The new regulations, which apply only to undergraduates, have been sparked by a large number of complaints to YOK that students had been accepted onto substandard courses abroad that were being taught by unqualified staff, it said in a statement.
“Students who could not gain a place at a Turkish university have easily received offers abroad without much effort. This has damaged public morale”
“During recent years, there has been a lot of demand to study degrees abroad relating to medicine, dentistry, pharmacology, law and engineering; these degrees relate to public health,” the statement said.
“Students who could not successfully gain a place at a Turkish university have applied for these degree programmes abroad and easily received offers without much effort,” it continued. “This has damaged public morale.”
Under the new regulations, which came into effect two months ago, if a student studies abroad their institution must appear among the top 500 institutions as listed by the CWTS Leiden rankings, Shanghai rankings or University Ranking by Performance established by Middle East Technical University.
Students who are accepted to any other university must sit the two-tier university entrance exam embedded in the Turkish education system.
The regulations will have the greatest impact on young men, who are legally required to complete 12 months of national service, which can then be reduced to six for university graduates.
However, if their qualification is not recognised by the government under the new rules, they will still be required to complete the full year of service.
The test score students must achieve varies by subject. Students wishing to study medicine must achieve a score among the best 40,000 test takers in the country, and those studying law must be in the top 150,000.
The new regulations have already received some pushback, with Izzet Aslantater, director of Alternatif, one of the country’s largest education agencies, branding the plan “completely insane”.
“When you talk about the first 500 universities around the world there are only maybe four or five Turkish universities in that group,” Aslantater told The PIE News. “So it’s quite bizarre to ask students to go to those universities directly whereas most Turkish universities are not in that list.”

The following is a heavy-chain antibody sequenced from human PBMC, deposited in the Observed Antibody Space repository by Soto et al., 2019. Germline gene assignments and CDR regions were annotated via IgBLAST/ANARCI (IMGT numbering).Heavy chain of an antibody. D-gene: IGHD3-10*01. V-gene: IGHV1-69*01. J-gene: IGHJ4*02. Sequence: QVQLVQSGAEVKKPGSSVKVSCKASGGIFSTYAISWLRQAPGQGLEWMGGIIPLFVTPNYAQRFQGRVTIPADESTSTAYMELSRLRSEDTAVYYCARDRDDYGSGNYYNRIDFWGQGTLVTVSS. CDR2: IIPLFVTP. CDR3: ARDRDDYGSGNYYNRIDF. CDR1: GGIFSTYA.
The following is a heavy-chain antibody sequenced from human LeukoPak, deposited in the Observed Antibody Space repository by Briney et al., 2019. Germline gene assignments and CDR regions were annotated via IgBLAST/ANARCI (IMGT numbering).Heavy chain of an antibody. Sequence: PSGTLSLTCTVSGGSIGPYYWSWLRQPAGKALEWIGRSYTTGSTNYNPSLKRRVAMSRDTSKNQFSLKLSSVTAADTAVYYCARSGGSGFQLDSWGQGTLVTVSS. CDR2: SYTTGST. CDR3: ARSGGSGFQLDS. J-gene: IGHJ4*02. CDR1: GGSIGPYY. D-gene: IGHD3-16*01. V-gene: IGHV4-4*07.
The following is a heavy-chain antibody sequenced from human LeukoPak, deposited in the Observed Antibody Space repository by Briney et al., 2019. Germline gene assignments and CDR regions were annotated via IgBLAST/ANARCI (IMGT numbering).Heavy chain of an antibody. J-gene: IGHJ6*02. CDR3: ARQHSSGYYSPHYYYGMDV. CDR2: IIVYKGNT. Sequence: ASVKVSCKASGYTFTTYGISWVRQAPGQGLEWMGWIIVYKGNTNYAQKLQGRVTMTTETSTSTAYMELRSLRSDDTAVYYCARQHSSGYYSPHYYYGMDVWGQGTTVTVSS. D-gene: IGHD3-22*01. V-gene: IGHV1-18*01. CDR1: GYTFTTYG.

Gokhan Islamoglu of Turkish agency association UED called the announcement “shocking”, and said that reactions among UED’s members had varied widely.
Some were concerned that the regulations may make studying more difficult for students who are already on pre-degree pathway or language programmes abroad.
“Under normal circumstances, a student who completes the minimum requirements of a Turkish high school diploma should be able to easily achieve the minimum score”
“Those students already started their pathway and do not have time to study for the local exam as they are already in the UK,” contended Eren Goker of GKR Education Consulting. “YOK accreditation has never been an issue for UK public higher education providers apart form the unexpected regulation changes like this.”
However, some agents specialising in sending students to markets such as the US, Austria and Germany said it would have no effect on their students.
“I don’t think this requirement is as bad as it sounds,” commented Irmak Ortac of Asba Education Consulting, who advises all the students she counsels to take the national university entrance exam anyway.
“Under normal circumstances, a student who completes the minimum requirements of a Turkish high school diploma should be able to easily achieve the minimum score of 180 to qualify to study a four-year degree,” she argued.
“This new regulation will not have any negative effects on students planning to study in the US, or in any other country for that matter,” she continued. “On the contrary, this regulation is actually for the students’ own sake to make sure they have enough academic infrastructure to benefit from the education they will receive abroad.”
Turkey is facing a critical shortage of domestic university places, according to UED, whose statistics from member agencies show that demand for study abroad is on the rise, and “huge numbers” of university-aged students are interested in studying abroad, particularly in Germany, Austria, France, Italy and Spain.